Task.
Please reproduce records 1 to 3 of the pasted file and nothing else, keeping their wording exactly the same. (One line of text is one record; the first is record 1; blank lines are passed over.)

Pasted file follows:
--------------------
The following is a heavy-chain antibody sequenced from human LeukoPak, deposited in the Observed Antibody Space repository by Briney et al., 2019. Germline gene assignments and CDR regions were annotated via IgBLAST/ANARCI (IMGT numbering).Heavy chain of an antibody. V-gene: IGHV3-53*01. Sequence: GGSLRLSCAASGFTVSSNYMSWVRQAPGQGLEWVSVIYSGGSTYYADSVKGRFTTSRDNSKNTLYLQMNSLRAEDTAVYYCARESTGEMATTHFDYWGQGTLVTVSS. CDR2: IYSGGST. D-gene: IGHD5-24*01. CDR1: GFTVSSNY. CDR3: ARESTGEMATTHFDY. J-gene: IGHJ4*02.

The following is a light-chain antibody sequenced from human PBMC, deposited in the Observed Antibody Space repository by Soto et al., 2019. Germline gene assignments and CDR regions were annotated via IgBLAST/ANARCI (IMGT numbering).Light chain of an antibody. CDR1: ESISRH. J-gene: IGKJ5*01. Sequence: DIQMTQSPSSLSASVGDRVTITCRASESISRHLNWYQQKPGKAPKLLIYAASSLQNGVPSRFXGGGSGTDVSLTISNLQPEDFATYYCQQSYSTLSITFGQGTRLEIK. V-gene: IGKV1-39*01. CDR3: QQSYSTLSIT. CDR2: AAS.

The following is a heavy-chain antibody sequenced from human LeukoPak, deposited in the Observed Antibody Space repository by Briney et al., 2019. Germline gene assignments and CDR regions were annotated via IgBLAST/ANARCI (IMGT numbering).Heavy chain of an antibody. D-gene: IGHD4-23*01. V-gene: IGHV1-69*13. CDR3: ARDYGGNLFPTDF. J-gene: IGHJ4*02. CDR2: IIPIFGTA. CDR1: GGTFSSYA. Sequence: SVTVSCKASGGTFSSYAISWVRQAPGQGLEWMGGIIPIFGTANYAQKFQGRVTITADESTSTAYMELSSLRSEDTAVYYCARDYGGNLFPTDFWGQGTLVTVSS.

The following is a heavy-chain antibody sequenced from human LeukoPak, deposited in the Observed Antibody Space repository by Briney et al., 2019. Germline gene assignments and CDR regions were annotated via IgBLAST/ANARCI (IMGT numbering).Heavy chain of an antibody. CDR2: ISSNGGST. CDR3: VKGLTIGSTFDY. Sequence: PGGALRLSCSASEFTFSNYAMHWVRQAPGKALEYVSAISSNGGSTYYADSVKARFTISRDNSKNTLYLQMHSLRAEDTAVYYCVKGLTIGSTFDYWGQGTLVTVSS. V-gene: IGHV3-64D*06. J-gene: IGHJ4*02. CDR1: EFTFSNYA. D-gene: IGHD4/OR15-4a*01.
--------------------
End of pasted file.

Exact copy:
The following is a heavy-chain antibody sequenced from human LeukoPak, deposited in the Observed Antibody Space repository by Briney et al., 2019. Germline gene assignments and CDR regions were annotated via IgBLAST/ANARCI (IMGT numbering).Heavy chain of an antibody. V-gene: IGHV3-53*01. Sequence: GGSLRLSCAASGFTVSSNYMSWVRQAPGQGLEWVSVIYSGGSTYYADSVKGRFTTSRDNSKNTLYLQMNSLRAEDTAVYYCARESTGEMATTHFDYWGQGTLVTVSS. CDR2: IYSGGST. D-gene: IGHD5-24*01. CDR1: GFTVSSNY. CDR3: ARESTGEMATTHFDY. J-gene: IGHJ4*02.

The following is a light-chain antibody sequenced from human PBMC, deposited in the Observed Antibody Space repository by Soto et al., 2019. Germline gene assignments and CDR regions were annotated via IgBLAST/ANARCI (IMGT numbering).Light chain of an antibody. CDR1: ESISRH. J-gene: IGKJ5*01. Sequence: DIQMTQSPSSLSASVGDRVTITCRASESISRHLNWYQQKPGKAPKLLIYAASSLQNGVPSRFXGGGSGTDVSLTISNLQPEDFATYYCQQSYSTLSITFGQGTRLEIK. V-gene: IGKV1-39*01. CDR3: QQSYSTLSIT. CDR2: AAS.

The following is a heavy-chain antibody sequenced from human LeukoPak, deposited in the Observed Antibody Space repository by Briney et al., 2019. Germline gene assignments and CDR regions were annotated via IgBLAST/ANARCI (IMGT numbering).Heavy chain of an antibody. D-gene: IGHD4-23*01. V-gene: IGHV1-69*13. CDR3: ARDYGGNLFPTDF. J-gene: IGHJ4*02. CDR2: IIPIFGTA. CDR1: GGTFSSYA. Sequence: SVTVSCKASGGTFSSYAISWVRQAPGQGLEWMGGIIPIFGTANYAQKFQGRVTITADESTSTAYMELSSLRSEDTAVYYCARDYGGNLFPTDFWGQGTLVTVSS.